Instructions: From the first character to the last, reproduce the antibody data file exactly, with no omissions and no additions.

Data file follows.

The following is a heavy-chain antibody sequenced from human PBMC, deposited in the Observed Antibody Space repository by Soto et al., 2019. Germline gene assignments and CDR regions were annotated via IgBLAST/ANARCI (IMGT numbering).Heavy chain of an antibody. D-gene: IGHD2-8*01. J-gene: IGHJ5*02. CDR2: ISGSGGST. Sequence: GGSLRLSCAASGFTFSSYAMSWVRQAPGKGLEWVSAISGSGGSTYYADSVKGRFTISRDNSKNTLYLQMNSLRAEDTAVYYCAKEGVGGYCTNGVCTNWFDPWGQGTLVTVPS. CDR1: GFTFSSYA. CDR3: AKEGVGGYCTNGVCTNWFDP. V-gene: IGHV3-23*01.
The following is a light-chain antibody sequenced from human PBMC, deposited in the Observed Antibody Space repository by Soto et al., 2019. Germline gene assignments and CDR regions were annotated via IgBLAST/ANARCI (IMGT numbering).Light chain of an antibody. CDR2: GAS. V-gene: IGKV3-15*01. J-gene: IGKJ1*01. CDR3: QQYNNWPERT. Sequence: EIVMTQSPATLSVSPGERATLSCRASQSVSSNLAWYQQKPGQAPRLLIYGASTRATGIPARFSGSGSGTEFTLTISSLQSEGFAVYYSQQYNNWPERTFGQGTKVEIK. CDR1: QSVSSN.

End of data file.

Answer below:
The following is a heavy-chain antibody sequenced from human PBMC, deposited in the Observed Antibody Space repository by Soto et al., 2019. Germline gene assignments and CDR regions were annotated via IgBLAST/ANARCI (IMGT numbering).Heavy chain of an antibody. D-gene: IGHD2-8*01. J-gene: IGHJ5*02. CDR2: ISGSGGST. Sequence: GGSLRLSCAASGFTFSSYAMSWVRQAPGKGLEWVSAISGSGGSTYYADSVKGRFTISRDNSKNTLYLQMNSLRAEDTAVYYCAKEGVGGYCTNGVCTNWFDPWGQGTLVTVPS. CDR1: GFTFSSYA. CDR3: AKEGVGGYCTNGVCTNWFDP. V-gene: IGHV3-23*01.
The following is a light-chain antibody sequenced from human PBMC, deposited in the Observed Antibody Space repository by Soto et al., 2019. Germline gene assignments and CDR regions were annotated via IgBLAST/ANARCI (IMGT numbering).Light chain of an antibody. CDR2: GAS. V-gene: IGKV3-15*01. J-gene: IGKJ1*01. CDR3: QQYNNWPERT. Sequence: EIVMTQSPATLSVSPGERATLSCRASQSVSSNLAWYQQKPGQAPRLLIYGASTRATGIPARFSGSGSGTEFTLTISSLQSEGFAVYYSQQYNNWPERTFGQGTKVEIK. CDR1: QSVSSN.